One of the benefits of using Arbitration to resolve international disputes is that Arbitration awards can be enforced in domestic courts. This is achieved through the Convention on the Recognition and Enforcement of Foreign Arbitral Awards 1958, known as the New York Convention (NYC), the Geneva Convention on the Execution of Foreign Arbitral Awards 1927, and the 1965 Convention on the Settlement of Investment Disputes (ICSID) Additional Facility Rules.
Even if the Arbitration hearing took place in another jurisdiction, if you are the successful party and the Respondent has assets in England and Wales, you can apply to the English Courts to enforce the award.
Before discussing enforcing an award, it is worthwhile briefly setting out how Arbitration works.
What is Arbitration?
Arbitration is a powerful alternative dispute resolution (ADR) method that is often used to settle international commercial disputes. Parties must agree to submit a dispute to Arbitration, therefore, it is essential to have a carefully drafted Arbitration Agreement either included or attached to the main commercial contract.
Arbitration agreements are final and binding. Parties can choose the jurisdiction they wish the Arbitration to take place in, the rules governing the procedure, and the appointment of the Arbitrator/s.
Arbitration in England and Wales is governed by the Arbitration Act 1996, therefore, if you plan to enforce an award in this jurisdiction you must have regard for the Arbitration Act 1996 from the outset.
What are the distinct types of Arbitration awards?
It is vital to note that although the term ‘Arbitration award’ appears to form a single concept, there are in fact different types of awards. A partial award will dispose of certain points put forth for Arbitration, but not all. For example, the Arbitration Tribunal (the Tribunal) may make a final award concerning some of the main claims but leave decisions on other claims and any counter-claims for a later date. Only the matters that have been determined in a partial award are enforceable.
The Tribunal may also make provisional awards which are not final and therefore unenforceable as such. Examples of provisional awards include interim injunctions and interim payments.
Obviously, the ideal situation is where the Tribunal makes a final, and therefore enforceable, award covering all the claims and counter-claims put forward by the parties, however, you cannot take for granted that this will occur.
How does the New York Convention help me enforce an Arbitration award?
The NYC, which has been signed by over 160 countries (including the UK), is the main instrument of international arbitration. Signatory States have agreed to recognise and enforce awards made in countries other than the one in which recognition and enforcement of the award is sought. In terms of resolving commercial disputes, the NYC makes Arbitration a more attractive option than litigation as, due to the fewer number of reciprocal judgment recognition and enforcement arrangements the UK has with foreign legal jurisdictions, it is often easier to enforce an Arbitration award made in a signatory State than a court order made in a foreign jurisdiction.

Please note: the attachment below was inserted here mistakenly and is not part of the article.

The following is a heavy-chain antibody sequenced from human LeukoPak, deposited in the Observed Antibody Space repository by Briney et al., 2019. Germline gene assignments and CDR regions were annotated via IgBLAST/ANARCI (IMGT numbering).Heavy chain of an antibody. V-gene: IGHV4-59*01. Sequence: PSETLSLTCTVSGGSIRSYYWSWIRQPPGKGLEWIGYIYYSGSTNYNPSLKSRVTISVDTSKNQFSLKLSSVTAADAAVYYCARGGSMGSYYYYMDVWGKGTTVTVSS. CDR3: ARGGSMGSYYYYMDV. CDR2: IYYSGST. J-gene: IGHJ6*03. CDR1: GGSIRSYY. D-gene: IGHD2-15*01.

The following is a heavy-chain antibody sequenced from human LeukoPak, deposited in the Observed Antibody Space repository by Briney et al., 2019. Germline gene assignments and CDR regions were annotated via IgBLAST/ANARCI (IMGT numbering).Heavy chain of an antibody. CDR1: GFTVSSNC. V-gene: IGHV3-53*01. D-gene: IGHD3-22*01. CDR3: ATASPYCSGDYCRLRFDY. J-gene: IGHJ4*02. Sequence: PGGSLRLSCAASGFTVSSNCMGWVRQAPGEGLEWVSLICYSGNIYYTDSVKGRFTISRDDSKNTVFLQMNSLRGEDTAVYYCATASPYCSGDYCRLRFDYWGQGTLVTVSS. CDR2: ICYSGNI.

How can I increase my chances of successfully enforcing an Arbitration award?
Having a well thought out strategy when drafting/negotiating an Arbitration Agreement and before commencing Arbitration can dramatically increase the chances of having an award enforced. Therefore, consider:
- Ensuring that the State in which you and the other party agree for any Arbitration proceedings to take place are signatories to the NYC.
- Investigate which States the other party’s assets are located in. If they reside in a NYC State enforcement will be relatively straightforward. If not, you will need to obtain local legal advice on enforcing any award obtained.
- Enforcement under the NYC is most commonly resisted on the grounds of public policy. Public policy is a vague concept and the courts in different States take varying approaches. Therefore, be sure to think about any potential public policy issues that could relate to your commercial activities before choosing an Arbitration jurisdiction.
- To ensure that the award debtor has sufficient assets with which to pay any award made, it is useful to apply for a freezing injunction during the course of Arbitration proceedings. A freezing injunction can also be granted by a court in England and Wales post-award to support enforcement.
Final words on arbitration awards in England and Wales
International commercial disputes are by nature complex and often involve multiple claims and counter-claims. Arbitration provides a straightforward, confidential way of resolving matters. By ensuring you obtain the legal advice required to build an enforcement strategy before Arbitration proceedings, you can markedly increase your chances of a successful outcome and preserve necessary commercial relationships.
To discuss any points raised in this article, please call us on +44 (0) 203972 8469 or email us at email@example.com.
Note: The points in this article reflect sanctions in place at the time of writing, 09 February 2023. This article does not constitute legal advice. For further information, please contact our London office.
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